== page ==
Cpj Welcomes Repeal Of Criminal Libel In Sierra Leone, Urges Further Reform
The Committee to Protect Journalists today welcomed Sierra Leone’s repeal of its criminal libel laws, and called for further reforms to ensure that journalists can work freely.
On October 28, President Julius Maada Bio signed a law revising the country’s 1965 Public Order Act to remove measures that criminalized publications deemed libelous or seditious, according to news reports.
“Sierra Leone’s repeal of its criminal libel laws is a welcome step toward improving conditions for press freedom in the country, but additional legal reforms are needed to ensure journalists can work unhindered,” said Angela Quintal, CPJ’s Africa program coordinator, in New York. “Sierra Leone’s government should now reform the Independent Media Commission Law, drop all ongoing criminal defamation cases, and ensure the safety of journalists.”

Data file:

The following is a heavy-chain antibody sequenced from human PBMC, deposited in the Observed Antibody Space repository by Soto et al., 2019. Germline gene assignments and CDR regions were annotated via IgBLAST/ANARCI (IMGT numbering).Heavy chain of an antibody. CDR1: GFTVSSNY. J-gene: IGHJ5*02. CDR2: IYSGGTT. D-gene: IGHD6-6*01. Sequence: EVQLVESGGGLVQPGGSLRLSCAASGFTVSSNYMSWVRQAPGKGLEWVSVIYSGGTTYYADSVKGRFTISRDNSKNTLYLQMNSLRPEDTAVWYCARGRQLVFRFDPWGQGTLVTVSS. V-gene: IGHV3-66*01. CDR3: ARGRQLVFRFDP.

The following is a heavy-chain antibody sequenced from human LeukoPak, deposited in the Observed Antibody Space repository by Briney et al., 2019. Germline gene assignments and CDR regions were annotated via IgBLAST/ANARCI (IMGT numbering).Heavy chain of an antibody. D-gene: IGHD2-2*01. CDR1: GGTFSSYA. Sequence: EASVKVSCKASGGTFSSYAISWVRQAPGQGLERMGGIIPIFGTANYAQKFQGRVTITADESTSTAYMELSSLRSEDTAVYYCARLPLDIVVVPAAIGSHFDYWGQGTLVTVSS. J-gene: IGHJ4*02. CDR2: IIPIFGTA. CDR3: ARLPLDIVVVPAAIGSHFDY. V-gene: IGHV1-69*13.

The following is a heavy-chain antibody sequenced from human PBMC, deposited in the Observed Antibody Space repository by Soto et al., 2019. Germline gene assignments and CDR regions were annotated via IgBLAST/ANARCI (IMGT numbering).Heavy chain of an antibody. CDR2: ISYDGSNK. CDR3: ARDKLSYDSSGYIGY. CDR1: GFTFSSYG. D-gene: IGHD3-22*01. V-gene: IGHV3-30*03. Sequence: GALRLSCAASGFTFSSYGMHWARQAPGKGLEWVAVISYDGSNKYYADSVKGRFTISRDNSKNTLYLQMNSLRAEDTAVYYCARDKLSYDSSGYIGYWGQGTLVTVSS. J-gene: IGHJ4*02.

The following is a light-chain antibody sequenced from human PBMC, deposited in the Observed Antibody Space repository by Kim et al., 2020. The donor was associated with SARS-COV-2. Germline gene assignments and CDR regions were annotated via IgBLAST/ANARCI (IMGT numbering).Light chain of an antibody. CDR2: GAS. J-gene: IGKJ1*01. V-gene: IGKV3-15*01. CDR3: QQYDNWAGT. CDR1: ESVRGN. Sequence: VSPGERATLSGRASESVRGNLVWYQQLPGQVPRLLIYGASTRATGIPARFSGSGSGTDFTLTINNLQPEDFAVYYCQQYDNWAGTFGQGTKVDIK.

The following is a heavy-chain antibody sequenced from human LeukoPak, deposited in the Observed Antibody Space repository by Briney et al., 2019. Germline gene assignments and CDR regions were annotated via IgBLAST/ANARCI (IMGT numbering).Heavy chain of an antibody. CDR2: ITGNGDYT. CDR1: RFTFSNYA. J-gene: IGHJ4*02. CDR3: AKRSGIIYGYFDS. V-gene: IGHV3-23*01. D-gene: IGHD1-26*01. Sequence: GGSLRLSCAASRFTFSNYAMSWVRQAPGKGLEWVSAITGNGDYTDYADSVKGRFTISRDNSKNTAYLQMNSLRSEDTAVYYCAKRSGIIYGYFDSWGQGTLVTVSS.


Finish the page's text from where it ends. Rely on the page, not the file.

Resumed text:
The repealed measures included multi-year prison terms and fines for convictions. Current legal cases involving those measures will still proceed unless they are withdrawn by state prosecutors, according to Abu-Bakar Sheriff, a Sierra Leonean lawyer and former editor of the privately owned Concord Times newspaper, who spoke to CPJ in a phone interview.
In June, Sierra Leone enacted the Independent Media Commission Law, which expands government control over media ownership and licensing agreements. Local media groups voiced opposition to the law at the time, which they said gave government officials too much influence in outlets’ business decisions, according to news reports.